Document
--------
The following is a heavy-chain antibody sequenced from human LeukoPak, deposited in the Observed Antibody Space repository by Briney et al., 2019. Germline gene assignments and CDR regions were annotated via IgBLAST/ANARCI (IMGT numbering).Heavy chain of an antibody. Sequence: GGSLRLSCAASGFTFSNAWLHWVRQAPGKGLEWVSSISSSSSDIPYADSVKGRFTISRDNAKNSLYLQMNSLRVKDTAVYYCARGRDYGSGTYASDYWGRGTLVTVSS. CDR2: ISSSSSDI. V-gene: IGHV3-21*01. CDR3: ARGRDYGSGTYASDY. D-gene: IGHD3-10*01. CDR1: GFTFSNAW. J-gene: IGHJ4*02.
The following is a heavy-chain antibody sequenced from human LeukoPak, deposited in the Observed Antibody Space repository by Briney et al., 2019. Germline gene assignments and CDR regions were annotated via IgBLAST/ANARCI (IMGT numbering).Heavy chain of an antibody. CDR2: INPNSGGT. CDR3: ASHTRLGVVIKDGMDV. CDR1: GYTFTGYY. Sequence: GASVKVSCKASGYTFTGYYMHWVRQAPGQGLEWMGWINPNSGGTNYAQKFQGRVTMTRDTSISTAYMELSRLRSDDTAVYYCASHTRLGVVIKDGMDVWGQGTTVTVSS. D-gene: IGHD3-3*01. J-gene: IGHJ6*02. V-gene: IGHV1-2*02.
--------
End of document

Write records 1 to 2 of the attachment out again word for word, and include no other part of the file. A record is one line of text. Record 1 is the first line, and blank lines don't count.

The following is a heavy-chain antibody sequenced from human LeukoPak, deposited in the Observed Antibody Space repository by Briney et al., 2019. Germline gene assignments and CDR regions were annotated via IgBLAST/ANARCI (IMGT numbering).Heavy chain of an antibody. Sequence: GGSLRLSCAASGFTFSNAWLHWVRQAPGKGLEWVSSISSSSSDIPYADSVKGRFTISRDNAKNSLYLQMNSLRVKDTAVYYCARGRDYGSGTYASDYWGRGTLVTVSS. CDR2: ISSSSSDI. V-gene: IGHV3-21*01. CDR3: ARGRDYGSGTYASDY. D-gene: IGHD3-10*01. CDR1: GFTFSNAW. J-gene: IGHJ4*02.
The following is a heavy-chain antibody sequenced from human LeukoPak, deposited in the Observed Antibody Space repository by Briney et al., 2019. Germline gene assignments and CDR regions were annotated via IgBLAST/ANARCI (IMGT numbering).Heavy chain of an antibody. CDR2: INPNSGGT. CDR3: ASHTRLGVVIKDGMDV. CDR1: GYTFTGYY. Sequence: GASVKVSCKASGYTFTGYYMHWVRQAPGQGLEWMGWINPNSGGTNYAQKFQGRVTMTRDTSISTAYMELSRLRSDDTAVYYCASHTRLGVVIKDGMDVWGQGTTVTVSS. D-gene: IGHD3-3*01. J-gene: IGHJ6*02. V-gene: IGHV1-2*02.